FREQUENTLY ASKED QUESTIONS
How does an Affirmative Leaders Fellow advance public rights?
States and cities are on the front lines of defending their residents against discrimination, fraud, and disenfranchisement. Affirmative Leaders Fellows receive training and support to help them work to expand enforcement efforts, protect their residents, and grow the impact of a city or state’s legal work. They develop and hone the skills to advance new legal theories and enforcement strategies for their offices to be more proactive using the law to address their communities’ needs. Their work is also aimed at helping city, county, and state law enforcement agencies work more collaboratively on complex problems.
What are the advantages of becoming a Fellow?
During the year-long program, Affirmative Leaders Fellows will:
Participate in 3-day orientation, where they will meet their fellows cohort, learn from leaders in public affirmative litigation, and spend time setting goals and planning for the year.
Join at least 2 other convenings to learn concrete skills like managing investigations, taking depositions, trial advocacy, and amicus work, as well as interpersonal skills like leadership development.
Connect by video conference monthly to receive coaching and additional learning opportunities.
Receive one-on-one mentoring focused on developing an affirmative litigation practice.
Carry out affirmative work in their offices that gives them a chance to apply their skills and improves the lives of vulnerable residents in their communities.
As Affirmative Leaders Fellowship alumni, former fellows will:
Continue to have access to Public Rights Project’s network of public impact litigators.
Receive discounts on and access to ongoing training and professional development opportunities.
When is the application deadline?
The application will open in January14, 2019. The deadline to submit all parts of the application is February 22, 2019 at 11:59pm PDT.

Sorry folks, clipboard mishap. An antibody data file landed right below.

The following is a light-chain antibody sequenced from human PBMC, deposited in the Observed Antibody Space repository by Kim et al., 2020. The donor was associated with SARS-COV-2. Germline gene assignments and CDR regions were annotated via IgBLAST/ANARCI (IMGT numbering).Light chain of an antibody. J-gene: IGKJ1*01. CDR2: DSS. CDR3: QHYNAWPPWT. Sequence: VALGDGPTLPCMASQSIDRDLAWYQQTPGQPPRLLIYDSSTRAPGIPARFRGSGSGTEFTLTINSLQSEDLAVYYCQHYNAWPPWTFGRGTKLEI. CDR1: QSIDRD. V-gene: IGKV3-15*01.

How long is the fellowship, and what are the start and end dates?
The fellowship runs for two years, starting in September 2018 and ending in August 2020.
Who is eligible for the program?
Fellows must be current employees of a state or local government law office with an active bar membership in the jurisdiction where their office is located. At least part of their job description should include or will include affirmative litigation. The fellowship is likely best suited for attorneys who have newly joined a government office or who have recently moved within government to a new or expanded affirmative litigation role.
What are the pay and benefits in the program?
Fellows are paid an annual stipend to cover living expenses. Please note that stipends will vary by location and are calculated based on cost of living and the placement office’s average salaries. The average range is $60,000-$80,000. PRP also provides an additional stipend to cover fellows’ healthcare.
Where are the fellows based?
Public Rights Project is a national organization and seeks applicants from state and local public law offices - like city attorney, county counsel, district attorney and state attorney general offices - across the United States. Click here for more information on locations.
How are fellows selected?
Fellows are selected by a committee that includes Public Rights Project staff, board members, partners, and placement staff.
What are we looking for in our fellows?
Fellows are selected using criteria that include: